The Stone Gift by children's author Deborah L. Delaronde brings a young adult fantasy novel for teen readers. Sixteen-year-old D.J. awakens from a coma with no memory of who he is or what happened to him. All he knows is that he was severely beaten and his face is disfigured. D.J.'s grandmother places an unearthly stone necklace around his neck and he begins to recover at a rapid pace. When D.J. has visions about a boy named Jeff and his friend Tim, he starts to piece together the events that landed him in the hospital.
From one of Canada's most recognized poets, Witness, I Am delves into the critical issue of Missing and Murdered Indigenous Women through the retelling of an atayohkewin, a Cree Sacred Story; builds on the autobiographical arc of Gregory Scofield's eight collections of poetry; and reimagines Metis identity and belonging as contemporary sound poetry, weaving the personal and universal into a tapestry of sharp poetic luminosity. Longlisted title on the 2017 First Nation Communities Read program.
The Red Files is inspired by family and archival sources, Lisa Bird-Wilson assembles scraps of a history torn apart by colonial violence. The poetry collection takes its name from the federal government's complex organizational structure of residential schools archives, which are divided into black files and red files. In vignettes clear as glass beads, her poems offer affection to generations of children whose presence within the historic record is ghostlike, anonymous and ephemeral.
You Can't Make Me is a title in High Interest Publishing's (HIP) MainStream series of High Interest young adult novels. Written by Metis author Ashley Hayden, this easy to read novel features a Metis teenage boy who gets in trouble with the law while trying to impress his friends and ends up with a summer of tough love at his grandfather’s rural cabin. That summer, and a terrible encounter with a supernatural creature, changes his life. This story combines a contemporary coming-of-age story with the traditional scary Roogaroo, a wolf-like monster from Metis stories.
Totem Poles and Railroads 2017 FNCR succinctly defines the 500-year-old relationship between Indigenous nations and the corporation of Canada. In this, her fifth poetry collection, Janet Rogers expands on that definition with a playful, culturally powerful and, at times, experimental voice. She pays honour to her poetic characters - real and imagined, historical and present day - from Sacajawea to Nina Simone.
A Gentle Habit: a book of short stories by Metis author Cherie Dimaline includes six moving short stories. Inspiration for the collection comes from American poet Charles Bukowski who wrote “In between the punctuating agonies, life is such a gentle habit.” Following this theme of extraordinary ordinariness, A Gentle Habit is a collection of six new short stories focusing on the addictions of a diverse group of characters attempting normalcy in an unnatural world.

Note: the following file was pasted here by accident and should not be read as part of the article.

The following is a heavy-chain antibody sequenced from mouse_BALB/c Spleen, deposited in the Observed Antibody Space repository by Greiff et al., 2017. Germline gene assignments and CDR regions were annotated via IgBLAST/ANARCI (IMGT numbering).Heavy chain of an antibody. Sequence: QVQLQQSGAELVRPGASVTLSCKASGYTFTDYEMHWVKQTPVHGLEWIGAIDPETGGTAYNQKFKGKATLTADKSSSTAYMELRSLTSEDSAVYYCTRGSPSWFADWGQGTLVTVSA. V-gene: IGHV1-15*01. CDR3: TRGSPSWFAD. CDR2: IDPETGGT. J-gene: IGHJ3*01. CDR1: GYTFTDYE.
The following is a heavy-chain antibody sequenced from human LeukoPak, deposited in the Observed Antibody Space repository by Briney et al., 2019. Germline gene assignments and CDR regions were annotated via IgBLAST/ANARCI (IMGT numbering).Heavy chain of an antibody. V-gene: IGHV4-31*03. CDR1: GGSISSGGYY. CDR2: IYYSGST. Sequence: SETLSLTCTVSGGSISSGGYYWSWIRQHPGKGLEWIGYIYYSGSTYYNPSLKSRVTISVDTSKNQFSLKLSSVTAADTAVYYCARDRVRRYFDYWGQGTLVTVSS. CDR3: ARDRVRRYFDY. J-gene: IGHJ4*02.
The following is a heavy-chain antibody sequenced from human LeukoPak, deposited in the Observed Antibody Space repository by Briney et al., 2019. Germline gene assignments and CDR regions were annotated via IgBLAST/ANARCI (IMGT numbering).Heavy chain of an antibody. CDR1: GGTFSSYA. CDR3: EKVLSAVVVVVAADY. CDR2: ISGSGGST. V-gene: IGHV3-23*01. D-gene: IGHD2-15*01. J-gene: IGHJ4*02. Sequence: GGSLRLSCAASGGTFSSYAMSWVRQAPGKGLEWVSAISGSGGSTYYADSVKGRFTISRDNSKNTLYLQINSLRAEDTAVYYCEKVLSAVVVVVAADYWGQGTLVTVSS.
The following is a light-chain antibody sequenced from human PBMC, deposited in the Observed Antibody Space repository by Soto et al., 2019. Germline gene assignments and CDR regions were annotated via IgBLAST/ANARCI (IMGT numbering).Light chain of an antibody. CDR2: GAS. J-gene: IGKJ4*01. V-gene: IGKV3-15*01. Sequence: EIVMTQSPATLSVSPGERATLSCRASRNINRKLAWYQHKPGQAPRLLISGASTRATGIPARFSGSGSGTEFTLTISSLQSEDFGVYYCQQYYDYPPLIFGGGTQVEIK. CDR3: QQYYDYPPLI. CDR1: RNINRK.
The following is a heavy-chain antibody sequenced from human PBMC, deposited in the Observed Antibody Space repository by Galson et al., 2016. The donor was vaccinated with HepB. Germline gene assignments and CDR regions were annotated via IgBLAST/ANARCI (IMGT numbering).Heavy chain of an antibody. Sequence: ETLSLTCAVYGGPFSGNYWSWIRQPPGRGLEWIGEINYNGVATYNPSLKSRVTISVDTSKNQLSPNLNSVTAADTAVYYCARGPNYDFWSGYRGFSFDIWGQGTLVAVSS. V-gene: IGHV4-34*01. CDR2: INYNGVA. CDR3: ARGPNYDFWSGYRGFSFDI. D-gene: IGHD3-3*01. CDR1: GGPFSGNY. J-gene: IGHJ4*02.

In her second collection of poetry, Passage, Gwen Benaway examines what it means to experience violence and speaks to the burden of survival. Traveling to Northern Ontario and across the Great Lakes, Passage is a poetic voyage through divorce, family violence, legacy of colonization, and the affirmation of a new sexuality and gender. Previously published as a man, Passage is the poet’s first collection written as a transwoman. Striking and raw in sparse lines, the collection showcases a vital Two Spirited identity that transects borders of race, gender, and experience.
Just Pretending is Bird-Wilson’s first short story collection, though she has previously published a book of nonfiction. This Métis author works for he Gabriel Dumont Institute in Saskatoon. In this short story collection the question of identity appears in all the 22 stories. Additional themes include belonging/not belonging, Aboriginal adoption, loss and abandonment, regret and insecurity. A deadbeat dad tries to reconnect with his daughter after 22 years away. A selfish poet has been scarred by an upbringing that leaves him emotionally distant from his children and spouse.
Living on the Land: Indigenous Women's Understanding of Place, examines how patriarchy, gender, and colonialism have shaped the experiences of Indigenous women as both knowers and producers of knowledge. From a variety of methodological perspectives, contributors to the volume explore the nature and scope of Indigenous women’s knowledge, its rootedness in relationships both human and spiritual, and its inseparability from land and landscape.